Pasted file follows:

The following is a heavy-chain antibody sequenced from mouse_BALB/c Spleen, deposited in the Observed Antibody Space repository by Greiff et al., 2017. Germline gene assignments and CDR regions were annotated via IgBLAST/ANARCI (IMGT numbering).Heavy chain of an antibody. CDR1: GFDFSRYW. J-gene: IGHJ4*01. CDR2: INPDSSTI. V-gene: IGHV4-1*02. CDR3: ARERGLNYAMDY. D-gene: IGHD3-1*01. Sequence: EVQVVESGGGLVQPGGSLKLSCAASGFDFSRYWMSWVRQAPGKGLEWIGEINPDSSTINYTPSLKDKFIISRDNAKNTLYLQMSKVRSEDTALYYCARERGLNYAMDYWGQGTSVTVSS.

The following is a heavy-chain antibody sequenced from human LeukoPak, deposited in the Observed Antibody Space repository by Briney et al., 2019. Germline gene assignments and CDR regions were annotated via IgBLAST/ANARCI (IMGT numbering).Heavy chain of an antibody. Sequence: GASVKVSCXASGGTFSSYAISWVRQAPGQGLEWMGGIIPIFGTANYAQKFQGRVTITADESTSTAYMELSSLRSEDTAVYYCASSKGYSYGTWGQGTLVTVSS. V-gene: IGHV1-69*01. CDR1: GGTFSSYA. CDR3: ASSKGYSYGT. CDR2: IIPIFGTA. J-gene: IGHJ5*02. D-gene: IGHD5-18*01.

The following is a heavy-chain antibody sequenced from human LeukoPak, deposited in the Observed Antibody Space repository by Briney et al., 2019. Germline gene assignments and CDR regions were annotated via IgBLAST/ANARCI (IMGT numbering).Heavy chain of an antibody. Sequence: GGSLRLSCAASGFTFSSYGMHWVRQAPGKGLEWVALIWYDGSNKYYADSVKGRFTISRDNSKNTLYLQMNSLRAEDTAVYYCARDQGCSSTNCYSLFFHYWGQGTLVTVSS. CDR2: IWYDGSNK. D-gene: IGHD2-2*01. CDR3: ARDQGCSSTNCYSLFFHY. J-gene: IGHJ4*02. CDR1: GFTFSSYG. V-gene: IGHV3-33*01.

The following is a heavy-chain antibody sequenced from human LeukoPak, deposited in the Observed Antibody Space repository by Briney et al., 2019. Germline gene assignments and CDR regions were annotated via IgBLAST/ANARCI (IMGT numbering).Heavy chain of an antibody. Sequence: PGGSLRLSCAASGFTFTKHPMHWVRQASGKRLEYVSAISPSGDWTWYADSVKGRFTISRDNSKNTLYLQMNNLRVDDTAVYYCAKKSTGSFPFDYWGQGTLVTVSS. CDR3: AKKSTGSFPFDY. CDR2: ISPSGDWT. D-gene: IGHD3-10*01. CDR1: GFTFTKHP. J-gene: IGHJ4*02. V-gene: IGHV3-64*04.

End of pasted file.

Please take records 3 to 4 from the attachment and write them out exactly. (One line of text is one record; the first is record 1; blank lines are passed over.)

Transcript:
The following is a heavy-chain antibody sequenced from human LeukoPak, deposited in the Observed Antibody Space repository by Briney et al., 2019. Germline gene assignments and CDR regions were annotated via IgBLAST/ANARCI (IMGT numbering).Heavy chain of an antibody. Sequence: GGSLRLSCAASGFTFSSYGMHWVRQAPGKGLEWVALIWYDGSNKYYADSVKGRFTISRDNSKNTLYLQMNSLRAEDTAVYYCARDQGCSSTNCYSLFFHYWGQGTLVTVSS. CDR2: IWYDGSNK. D-gene: IGHD2-2*01. CDR3: ARDQGCSSTNCYSLFFHY. J-gene: IGHJ4*02. CDR1: GFTFSSYG. V-gene: IGHV3-33*01.

The following is a heavy-chain antibody sequenced from human LeukoPak, deposited in the Observed Antibody Space repository by Briney et al., 2019. Germline gene assignments and CDR regions were annotated via IgBLAST/ANARCI (IMGT numbering).Heavy chain of an antibody. Sequence: PGGSLRLSCAASGFTFTKHPMHWVRQASGKRLEYVSAISPSGDWTWYADSVKGRFTISRDNSKNTLYLQMNNLRVDDTAVYYCAKKSTGSFPFDYWGQGTLVTVSS. CDR3: AKKSTGSFPFDY. CDR2: ISPSGDWT. D-gene: IGHD3-10*01. CDR1: GFTFTKHP. J-gene: IGHJ4*02. V-gene: IGHV3-64*04.